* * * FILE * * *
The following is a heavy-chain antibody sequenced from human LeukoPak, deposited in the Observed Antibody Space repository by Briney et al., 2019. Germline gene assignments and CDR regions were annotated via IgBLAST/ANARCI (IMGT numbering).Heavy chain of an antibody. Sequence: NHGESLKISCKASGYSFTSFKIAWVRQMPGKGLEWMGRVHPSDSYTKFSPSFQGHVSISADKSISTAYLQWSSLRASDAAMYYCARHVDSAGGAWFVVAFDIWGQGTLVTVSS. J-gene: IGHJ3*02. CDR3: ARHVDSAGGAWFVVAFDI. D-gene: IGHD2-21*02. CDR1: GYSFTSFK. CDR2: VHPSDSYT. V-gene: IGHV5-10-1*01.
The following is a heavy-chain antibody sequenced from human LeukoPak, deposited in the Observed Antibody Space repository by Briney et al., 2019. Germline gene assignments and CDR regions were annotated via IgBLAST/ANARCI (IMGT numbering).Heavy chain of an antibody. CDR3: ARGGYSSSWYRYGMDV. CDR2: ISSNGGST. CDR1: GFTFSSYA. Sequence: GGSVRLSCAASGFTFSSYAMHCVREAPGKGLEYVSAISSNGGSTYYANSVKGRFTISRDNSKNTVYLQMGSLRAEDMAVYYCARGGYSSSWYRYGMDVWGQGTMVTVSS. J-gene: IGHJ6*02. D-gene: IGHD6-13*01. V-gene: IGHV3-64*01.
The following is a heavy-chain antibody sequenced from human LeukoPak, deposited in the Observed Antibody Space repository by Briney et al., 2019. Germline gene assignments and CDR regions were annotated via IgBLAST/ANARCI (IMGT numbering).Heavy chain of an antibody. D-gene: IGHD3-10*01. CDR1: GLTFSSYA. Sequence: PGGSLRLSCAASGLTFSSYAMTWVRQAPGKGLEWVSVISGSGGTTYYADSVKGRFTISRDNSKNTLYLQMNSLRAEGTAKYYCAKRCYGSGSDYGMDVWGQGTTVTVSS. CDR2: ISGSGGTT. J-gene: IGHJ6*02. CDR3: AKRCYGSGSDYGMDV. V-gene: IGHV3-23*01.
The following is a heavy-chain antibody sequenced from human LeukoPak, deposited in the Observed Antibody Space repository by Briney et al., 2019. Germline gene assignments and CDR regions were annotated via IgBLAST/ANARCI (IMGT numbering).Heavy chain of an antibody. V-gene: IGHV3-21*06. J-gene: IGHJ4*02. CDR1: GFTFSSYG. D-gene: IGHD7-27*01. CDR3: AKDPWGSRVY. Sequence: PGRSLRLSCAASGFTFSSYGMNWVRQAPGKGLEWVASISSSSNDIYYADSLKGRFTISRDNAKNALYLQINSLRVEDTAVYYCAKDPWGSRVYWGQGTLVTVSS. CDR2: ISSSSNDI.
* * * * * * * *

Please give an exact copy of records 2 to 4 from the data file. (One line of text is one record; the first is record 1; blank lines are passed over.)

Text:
The following is a heavy-chain antibody sequenced from human LeukoPak, deposited in the Observed Antibody Space repository by Briney et al., 2019. Germline gene assignments and CDR regions were annotated via IgBLAST/ANARCI (IMGT numbering).Heavy chain of an antibody. CDR3: ARGGYSSSWYRYGMDV. CDR2: ISSNGGST. CDR1: GFTFSSYA. Sequence: GGSVRLSCAASGFTFSSYAMHCVREAPGKGLEYVSAISSNGGSTYYANSVKGRFTISRDNSKNTVYLQMGSLRAEDMAVYYCARGGYSSSWYRYGMDVWGQGTMVTVSS. J-gene: IGHJ6*02. D-gene: IGHD6-13*01. V-gene: IGHV3-64*01.
The following is a heavy-chain antibody sequenced from human LeukoPak, deposited in the Observed Antibody Space repository by Briney et al., 2019. Germline gene assignments and CDR regions were annotated via IgBLAST/ANARCI (IMGT numbering).Heavy chain of an antibody. D-gene: IGHD3-10*01. CDR1: GLTFSSYA. Sequence: PGGSLRLSCAASGLTFSSYAMTWVRQAPGKGLEWVSVISGSGGTTYYADSVKGRFTISRDNSKNTLYLQMNSLRAEGTAKYYCAKRCYGSGSDYGMDVWGQGTTVTVSS. CDR2: ISGSGGTT. J-gene: IGHJ6*02. CDR3: AKRCYGSGSDYGMDV. V-gene: IGHV3-23*01.
The following is a heavy-chain antibody sequenced from human LeukoPak, deposited in the Observed Antibody Space repository by Briney et al., 2019. Germline gene assignments and CDR regions were annotated via IgBLAST/ANARCI (IMGT numbering).Heavy chain of an antibody. V-gene: IGHV3-21*06. J-gene: IGHJ4*02. CDR1: GFTFSSYG. D-gene: IGHD7-27*01. CDR3: AKDPWGSRVY. Sequence: PGRSLRLSCAASGFTFSSYGMNWVRQAPGKGLEWVASISSSSNDIYYADSLKGRFTISRDNAKNALYLQINSLRVEDTAVYYCAKDPWGSRVYWGQGTLVTVSS. CDR2: ISSSSNDI.